A striking examples has been provided by Japan. In fact, it protected its infant car industry (Toyota) with high tariffs for nearly four decades, providing lot of direct and indirect subsidies, and virtually ban foreign investment in the industry before it could competitive in the world market (Chang:113). Nevertheless, tariff protection was not, and is not, the only policy tool available for a state in order to develop new industries or upgrade old ones. This is the case with Germany and Japan. Indeed, policy mix is fundamental according to the objectives that a country wants to pursue and the conditions it is facing. There is no ‘one-size-fits all’ model for industrial development - only examples from which to learn. Surely, every country should be allowed to have its tariff autonomy and decide upon their policy (Chang 2002a: 64-66).
Concluding this section, As Chang pointed out ( 2002a : 126-127) the restrictions imposed by the WTO on the ability of developing country to pursue their own activist ITT policies is a “modern and multilayered version of the unequal treaties” that Britain and NDCs deployed towards semi-independent countries at that time. Today we are still denying those countries the ability to pursue the policies they want and we have gone a step further. As Monbiot points out (2008) Britain, like many other countries discovered the enthusiasm for free trade only after it had achieved economic dominance.

The level playing field Chang advocates cannot happen unless people are allowed the freedom to ‘do and be’ says Amartya Sen. Acknowledging great disparities between and within countries and the lack of freedom people suffer, Sen proposes the main reason for economic development should be to help people break the chains that hold them back from living the life they value.
Sen’s major contribution lies in the “capabilities approach", the freedom to achieve various lifestyles. He feels economic development needs to be perceived as a process of expanding substantive freedoms and believes a successful society relies on freedoms from which its members can benefit (Sen 1999:75).
Developmental Economics is largely seen in terms of income maximisation. Thus, the main variables are GNP, unemployment rates, and income distribution, whereas Sen strongly criticizes the “utilitarian view” as it fails to recognize free agency - the ability to act on what one values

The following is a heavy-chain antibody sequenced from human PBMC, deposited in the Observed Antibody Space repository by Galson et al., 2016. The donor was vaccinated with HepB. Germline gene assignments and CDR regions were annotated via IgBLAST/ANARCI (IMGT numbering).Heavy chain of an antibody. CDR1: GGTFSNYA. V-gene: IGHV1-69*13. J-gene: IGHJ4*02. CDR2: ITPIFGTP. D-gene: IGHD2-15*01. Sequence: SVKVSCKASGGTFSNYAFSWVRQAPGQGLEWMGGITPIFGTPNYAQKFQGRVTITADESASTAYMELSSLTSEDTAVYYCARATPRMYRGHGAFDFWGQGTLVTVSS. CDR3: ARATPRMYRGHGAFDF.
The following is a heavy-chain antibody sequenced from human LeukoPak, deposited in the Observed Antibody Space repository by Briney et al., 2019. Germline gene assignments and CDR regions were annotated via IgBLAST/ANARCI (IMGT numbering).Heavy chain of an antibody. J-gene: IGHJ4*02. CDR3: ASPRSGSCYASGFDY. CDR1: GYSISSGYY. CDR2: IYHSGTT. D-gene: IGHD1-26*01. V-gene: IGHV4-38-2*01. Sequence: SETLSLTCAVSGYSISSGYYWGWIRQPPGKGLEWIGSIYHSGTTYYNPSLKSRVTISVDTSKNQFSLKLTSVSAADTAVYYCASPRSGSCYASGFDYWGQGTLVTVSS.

Reasons for feeling a lack of freedom to live life as one would choose are poverty, social deprivation, lack of public facilities, poor economic opportunities and the denial of political and civil liberties. These issues need to be eliminated through social economic development.
Socially based investments such as education and health care do not need to be postponed until a country has achieved relative richness. A poor economy may have less money to spend on health care and education but it needs less money to provide the same services which would cost much more in richer countries. This is a recipe for achieving a higher quality of life. Human development is not a luxury that only rich countries can afford to undertake. Education and health care greatly influence and foster economic growth since workers can work better and be more productive by using the skills they have acquired if they are healthy.
For those reasons, India’s needs of hygiene and education should be seriously taken into consideration. Indeed, the country currently has the largest population of illiterate adults in the world with 287 million (The Indu, 2016) and despite those poor performance the Government has been reducing the expenditure on education from the entire budget for the past three year by reaching the debatable point of 3.65% of the entire GDP. Even more questionable is the political choice imposed by the 14th Financial Commission to the Government of shrinking even further the funding for secondary and higher education. The scenario is quite dramatic as in higher education the enrolment ratio is below 24% for the 18-23 age group.